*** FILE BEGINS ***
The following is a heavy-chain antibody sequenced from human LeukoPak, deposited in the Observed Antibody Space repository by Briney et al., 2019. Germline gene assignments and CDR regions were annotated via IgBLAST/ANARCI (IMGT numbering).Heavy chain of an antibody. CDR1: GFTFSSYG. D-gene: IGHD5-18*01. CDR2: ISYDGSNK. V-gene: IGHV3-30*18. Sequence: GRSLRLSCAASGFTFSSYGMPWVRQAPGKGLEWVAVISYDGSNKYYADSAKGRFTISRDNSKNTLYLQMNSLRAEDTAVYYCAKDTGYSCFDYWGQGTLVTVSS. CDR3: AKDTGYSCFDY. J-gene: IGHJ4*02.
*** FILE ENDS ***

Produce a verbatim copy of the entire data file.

The following is a heavy-chain antibody sequenced from human LeukoPak, deposited in the Observed Antibody Space repository by Briney et al., 2019. Germline gene assignments and CDR regions were annotated via IgBLAST/ANARCI (IMGT numbering).Heavy chain of an antibody. CDR1: GFTFSSYG. D-gene: IGHD5-18*01. CDR2: ISYDGSNK. V-gene: IGHV3-30*18. Sequence: GRSLRLSCAASGFTFSSYGMPWVRQAPGKGLEWVAVISYDGSNKYYADSAKGRFTISRDNSKNTLYLQMNSLRAEDTAVYYCAKDTGYSCFDYWGQGTLVTVSS. CDR3: AKDTGYSCFDY. J-gene: IGHJ4*02.